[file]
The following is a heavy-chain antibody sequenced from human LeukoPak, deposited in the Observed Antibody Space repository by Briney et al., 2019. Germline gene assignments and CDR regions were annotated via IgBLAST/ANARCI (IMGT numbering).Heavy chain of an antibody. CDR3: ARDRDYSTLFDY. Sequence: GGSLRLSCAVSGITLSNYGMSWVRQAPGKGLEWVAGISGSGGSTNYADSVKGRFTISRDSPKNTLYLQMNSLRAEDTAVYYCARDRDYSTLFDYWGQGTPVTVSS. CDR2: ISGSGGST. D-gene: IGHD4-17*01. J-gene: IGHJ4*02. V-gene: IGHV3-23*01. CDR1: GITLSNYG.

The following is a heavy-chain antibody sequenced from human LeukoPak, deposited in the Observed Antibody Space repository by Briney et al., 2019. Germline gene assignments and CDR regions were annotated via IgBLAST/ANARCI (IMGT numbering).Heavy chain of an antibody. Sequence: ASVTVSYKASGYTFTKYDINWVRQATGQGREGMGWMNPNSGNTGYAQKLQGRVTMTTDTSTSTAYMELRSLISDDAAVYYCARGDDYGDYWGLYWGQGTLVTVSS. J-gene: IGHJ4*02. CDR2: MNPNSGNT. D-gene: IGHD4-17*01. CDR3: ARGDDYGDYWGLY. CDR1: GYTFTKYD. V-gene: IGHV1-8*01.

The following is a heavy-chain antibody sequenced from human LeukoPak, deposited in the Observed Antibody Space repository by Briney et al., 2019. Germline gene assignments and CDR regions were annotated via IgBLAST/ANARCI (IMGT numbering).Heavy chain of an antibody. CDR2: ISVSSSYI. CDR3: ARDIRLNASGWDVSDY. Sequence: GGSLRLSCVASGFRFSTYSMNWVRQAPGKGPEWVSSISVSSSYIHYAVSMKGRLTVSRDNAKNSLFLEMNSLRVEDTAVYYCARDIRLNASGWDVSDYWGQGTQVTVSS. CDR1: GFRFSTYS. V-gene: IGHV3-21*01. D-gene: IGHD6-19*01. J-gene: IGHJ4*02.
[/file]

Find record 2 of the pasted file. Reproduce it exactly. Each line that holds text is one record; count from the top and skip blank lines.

The following is a heavy-chain antibody sequenced from human LeukoPak, deposited in the Observed Antibody Space repository by Briney et al., 2019. Germline gene assignments and CDR regions were annotated via IgBLAST/ANARCI (IMGT numbering).Heavy chain of an antibody. Sequence: ASVTVSYKASGYTFTKYDINWVRQATGQGREGMGWMNPNSGNTGYAQKLQGRVTMTTDTSTSTAYMELRSLISDDAAVYYCARGDDYGDYWGLYWGQGTLVTVSS. J-gene: IGHJ4*02. CDR2: MNPNSGNT. D-gene: IGHD4-17*01. CDR3: ARGDDYGDYWGLY. CDR1: GYTFTKYD. V-gene: IGHV1-8*01.